If COVID-19 becomes a full-fledged emergency in your community, are you ready to respond? For hospitals – especially those serving smaller communities and rural areas – the answer depends on how thoroughly you’ve planned for a severe outbreak’s potential effect on your institution. Oliver Wyman has previously written about a key challenge for medical practices so far: shortages of labor capacity and supplies. Although those are good starting points, a robust emergency plan must go much further, according to Bruce Hamory, MD, Partner and Chief Medical Officer in Oliver Wyman’s Health & Life Sciences group and Helen Leis, Partner in Oliver Wyman’s Health & Life Sciences group. Oliver Wyman is an affiliate of Guy Carpenter.
An outbreak doesn’t just change how you do things. It changes what you do.
If an outbreak strikes, you probably won’t be delivering your usual services. Elective procedures, well-patient visits, tests, and so forth will likely be canceled, both because sick staff will leave you too shorthanded and because patient safety will demand it. Instead, you will revert to a role US hospitals haven’t played for several generations: concentrating resources on infectious diseases. This has multiple implications:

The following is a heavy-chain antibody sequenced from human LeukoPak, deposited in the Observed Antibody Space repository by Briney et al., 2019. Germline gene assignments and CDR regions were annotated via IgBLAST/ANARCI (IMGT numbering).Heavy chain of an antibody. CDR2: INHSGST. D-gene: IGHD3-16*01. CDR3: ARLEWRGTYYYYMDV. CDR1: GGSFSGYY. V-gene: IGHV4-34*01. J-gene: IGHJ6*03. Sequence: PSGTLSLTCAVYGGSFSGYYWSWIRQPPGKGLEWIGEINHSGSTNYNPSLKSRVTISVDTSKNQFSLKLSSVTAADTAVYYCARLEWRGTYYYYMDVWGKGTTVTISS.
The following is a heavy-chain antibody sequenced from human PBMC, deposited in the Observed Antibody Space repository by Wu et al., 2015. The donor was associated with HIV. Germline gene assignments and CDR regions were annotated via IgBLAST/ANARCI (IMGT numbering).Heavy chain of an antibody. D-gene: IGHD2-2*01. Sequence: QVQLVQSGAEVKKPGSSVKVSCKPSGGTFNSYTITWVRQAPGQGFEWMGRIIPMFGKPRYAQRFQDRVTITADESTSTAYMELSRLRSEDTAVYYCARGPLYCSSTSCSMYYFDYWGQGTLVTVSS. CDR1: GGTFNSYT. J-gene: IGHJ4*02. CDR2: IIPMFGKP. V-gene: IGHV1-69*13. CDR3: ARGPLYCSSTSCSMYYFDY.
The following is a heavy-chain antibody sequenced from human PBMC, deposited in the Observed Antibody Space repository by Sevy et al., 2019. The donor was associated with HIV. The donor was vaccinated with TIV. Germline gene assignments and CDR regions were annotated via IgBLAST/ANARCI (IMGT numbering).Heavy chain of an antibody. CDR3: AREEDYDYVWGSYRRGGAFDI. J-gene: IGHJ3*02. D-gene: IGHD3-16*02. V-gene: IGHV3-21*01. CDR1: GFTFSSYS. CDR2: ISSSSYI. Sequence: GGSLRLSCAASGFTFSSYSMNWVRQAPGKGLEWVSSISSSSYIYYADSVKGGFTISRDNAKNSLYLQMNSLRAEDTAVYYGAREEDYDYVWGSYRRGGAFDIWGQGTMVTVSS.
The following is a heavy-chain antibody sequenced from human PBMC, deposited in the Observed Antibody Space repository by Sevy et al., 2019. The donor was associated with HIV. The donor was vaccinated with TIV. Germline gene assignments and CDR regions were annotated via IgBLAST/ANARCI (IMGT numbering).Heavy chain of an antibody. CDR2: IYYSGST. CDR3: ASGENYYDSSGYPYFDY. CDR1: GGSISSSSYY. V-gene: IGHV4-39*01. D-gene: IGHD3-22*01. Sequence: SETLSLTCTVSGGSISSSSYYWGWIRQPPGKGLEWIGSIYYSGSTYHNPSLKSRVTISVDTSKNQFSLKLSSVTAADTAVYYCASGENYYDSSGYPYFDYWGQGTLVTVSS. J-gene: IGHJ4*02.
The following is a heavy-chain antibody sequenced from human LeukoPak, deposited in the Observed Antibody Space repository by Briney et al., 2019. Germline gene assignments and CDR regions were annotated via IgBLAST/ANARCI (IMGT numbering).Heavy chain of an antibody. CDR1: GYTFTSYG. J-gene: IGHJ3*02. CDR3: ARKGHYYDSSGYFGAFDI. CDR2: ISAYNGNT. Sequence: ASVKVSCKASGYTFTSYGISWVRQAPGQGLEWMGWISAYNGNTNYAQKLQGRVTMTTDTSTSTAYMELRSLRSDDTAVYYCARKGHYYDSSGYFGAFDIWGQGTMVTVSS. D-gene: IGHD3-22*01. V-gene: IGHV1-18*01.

A large outbreak produces a surge of patients in need of treatment. Data indicates that about 20 percent of people who become sick with COVID-19 require hospitalization.
A key challenge in preparing is figuring out how to prevent patients who may have COVID-19 from coming to the hospital or clinic at all. Communication about indications for visit and providing access to advice through electronic means, by telemedicine or a call center, could be a great help. Move visits to video and phone lines when appropriate.
You will need a plan for sorting the symptomatic and potentially infected into one group who can safely weather and monitor the disease at home and another more severely ill group who requires admission.